Sigurd Enge is advisor on Arctic with the Bellona Foundation. (Thomas Nilsen/The Independent Barents Observer)

“Bellona, along with many other environmental groups in the Clean Arctic Alliance are working for a ban on heavy fuel oil in the Arctic. This is the core of the environmental  impact caused by Arctic shipping,” Enge states.

The vast majority of Arctic shipping today is domestic Russian vessels traversing parts of the Northern Sea Route, in particular along the route from Murmansk to the waters around the Yamal Peninsula.

However, with sea ice retreating due to the ongoing climate crisis, the Arctic is expected to see a sharp increase in shipping in the years to come.

Heather Exner-Pirot fears the boycott activism will hamper development for people living up north.

“I feel like this ‘boycott Arctic’ thing is a really slippery slope down which northern development may fall, by lack of investors for any activity deemed unsustainable by southern activists,” she says and adds:

“Economic development is a human right.”

The Ocean Conservancy group recognizes that some companies may refuse to sign up for the pledge to avoid Arctic shipping. Therefore, the agreement also expresses support to the development of precautionary Arctic shipping practices to enhance the environment and human safety of current and future Arctic shipping.

“These practices may include a ban on heavy fuel oil use,” the text read and points to the need to adopt strict pollution controls, as well as evaluation of low impact shipping corridors that protect important ecological and indigenous cultural areas.

In total, 20 companies have agreed not to use any of the Arctic shipping lanes.

The midnight sun shines over the ice covered waters near Resolute Bay. Environmental groups are applauding what they call a trend among international shippers and shipping companies to voluntarily promise to stay away from controversial Arctic routes. (Jonathan Hayward/The Canadian Press)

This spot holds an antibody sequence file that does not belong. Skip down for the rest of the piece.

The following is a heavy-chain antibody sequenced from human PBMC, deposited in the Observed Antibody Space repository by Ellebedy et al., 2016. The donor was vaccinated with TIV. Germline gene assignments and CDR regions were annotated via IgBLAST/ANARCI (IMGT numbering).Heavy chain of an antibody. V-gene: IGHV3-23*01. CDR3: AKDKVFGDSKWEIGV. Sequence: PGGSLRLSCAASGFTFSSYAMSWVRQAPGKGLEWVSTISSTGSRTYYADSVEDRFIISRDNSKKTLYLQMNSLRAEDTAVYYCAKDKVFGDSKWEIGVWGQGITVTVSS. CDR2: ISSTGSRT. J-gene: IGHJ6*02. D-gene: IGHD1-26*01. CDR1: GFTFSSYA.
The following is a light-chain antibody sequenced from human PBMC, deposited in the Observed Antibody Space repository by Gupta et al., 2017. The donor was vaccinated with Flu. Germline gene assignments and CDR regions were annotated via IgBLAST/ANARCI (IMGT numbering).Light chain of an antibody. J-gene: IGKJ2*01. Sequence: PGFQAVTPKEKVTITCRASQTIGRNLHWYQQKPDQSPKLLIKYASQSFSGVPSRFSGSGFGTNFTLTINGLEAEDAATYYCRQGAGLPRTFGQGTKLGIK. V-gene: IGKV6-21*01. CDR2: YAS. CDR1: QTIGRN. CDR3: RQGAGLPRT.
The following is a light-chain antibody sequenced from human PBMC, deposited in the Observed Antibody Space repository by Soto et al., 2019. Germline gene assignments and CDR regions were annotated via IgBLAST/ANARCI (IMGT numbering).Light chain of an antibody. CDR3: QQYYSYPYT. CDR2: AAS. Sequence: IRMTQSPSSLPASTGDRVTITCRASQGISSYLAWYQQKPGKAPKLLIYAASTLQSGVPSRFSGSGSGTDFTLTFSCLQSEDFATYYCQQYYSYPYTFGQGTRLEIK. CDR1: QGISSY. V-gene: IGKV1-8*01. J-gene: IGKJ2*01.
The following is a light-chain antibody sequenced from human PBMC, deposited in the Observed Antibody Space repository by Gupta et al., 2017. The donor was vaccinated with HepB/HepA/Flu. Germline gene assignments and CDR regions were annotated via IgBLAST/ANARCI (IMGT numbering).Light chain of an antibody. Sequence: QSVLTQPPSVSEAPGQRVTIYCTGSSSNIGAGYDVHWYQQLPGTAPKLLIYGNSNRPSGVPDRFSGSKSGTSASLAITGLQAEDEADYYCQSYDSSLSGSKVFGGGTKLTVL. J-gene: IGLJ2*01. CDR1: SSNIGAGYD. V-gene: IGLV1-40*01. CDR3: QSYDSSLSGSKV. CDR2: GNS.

Among the shippers on the list are Hapag-Lloyd, Mediterranean Shipping Co. (MSC) and the French container transportation group CMA CGM.

For Nike, who initiated the campaign together with Ocean Conservancy, it’s all about protecting the planet.

Hilary Krane, Chief Administrative Officer & General Counsel of Nike, writes in a statement that Nike has made a clear choice on how to deliver its products:

“We’ve made a commitment to not intentionally allow our products to be shipped on vessels via any Arctic sea route.”

Krane points to studies estimating that the Northern Sea Route could be used for approximately 8% of total trade between Asia and Europe by 2030 and even more in the years after.

“Even with regulation, substantial and irreversible risk to the environment exists in the form of oil spills, emissions, vessel strikes and invasive species, which not only impact marine life, but also the human populations that rely on a healthy Arctic ecosystem for their livelihood,” Hilary Krane argues.

“It shouldn’t be an option for anyone,” she says.

Related stories from around the North:

Canada: 2019 saw increase in commercial shipping through Northwest Passage, Radio Canada International

China: US sanctions against Chinese shipping company could hurt Russia’s LNG exports, The Independent Barents Observer

Finland: Finland’s aging icebreaker fleet needs modernization, Yle News

Greenland: The Arctic shipping route no one is talking about, Cryopolitics Blog

Norway: Hybrid-powered electric cruise ship navigates Northwest Passage, CBC News

Russia: Shipping figures rising on Russia’s Northern Sea Route, The Independent Barents Observer

Thomas Nilsen, The Independent Barents Observer

For more news from the Barents region visit The Independent Barents Observer.